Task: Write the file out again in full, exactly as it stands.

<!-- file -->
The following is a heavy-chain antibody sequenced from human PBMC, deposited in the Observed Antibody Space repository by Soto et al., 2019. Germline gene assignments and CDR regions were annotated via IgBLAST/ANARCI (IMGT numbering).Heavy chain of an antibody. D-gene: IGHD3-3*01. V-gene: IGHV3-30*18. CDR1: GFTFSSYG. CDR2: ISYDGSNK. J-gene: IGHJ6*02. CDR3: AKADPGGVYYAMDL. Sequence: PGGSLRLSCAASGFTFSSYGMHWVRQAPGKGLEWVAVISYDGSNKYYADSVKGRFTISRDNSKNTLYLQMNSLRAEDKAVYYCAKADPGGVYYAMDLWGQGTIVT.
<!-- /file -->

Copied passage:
The following is a heavy-chain antibody sequenced from human PBMC, deposited in the Observed Antibody Space repository by Soto et al., 2019. Germline gene assignments and CDR regions were annotated via IgBLAST/ANARCI (IMGT numbering).Heavy chain of an antibody. D-gene: IGHD3-3*01. V-gene: IGHV3-30*18. CDR1: GFTFSSYG. CDR2: ISYDGSNK. J-gene: IGHJ6*02. CDR3: AKADPGGVYYAMDL. Sequence: PGGSLRLSCAASGFTFSSYGMHWVRQAPGKGLEWVAVISYDGSNKYYADSVKGRFTISRDNSKNTLYLQMNSLRAEDKAVYYCAKADPGGVYYAMDLWGQGTIVT.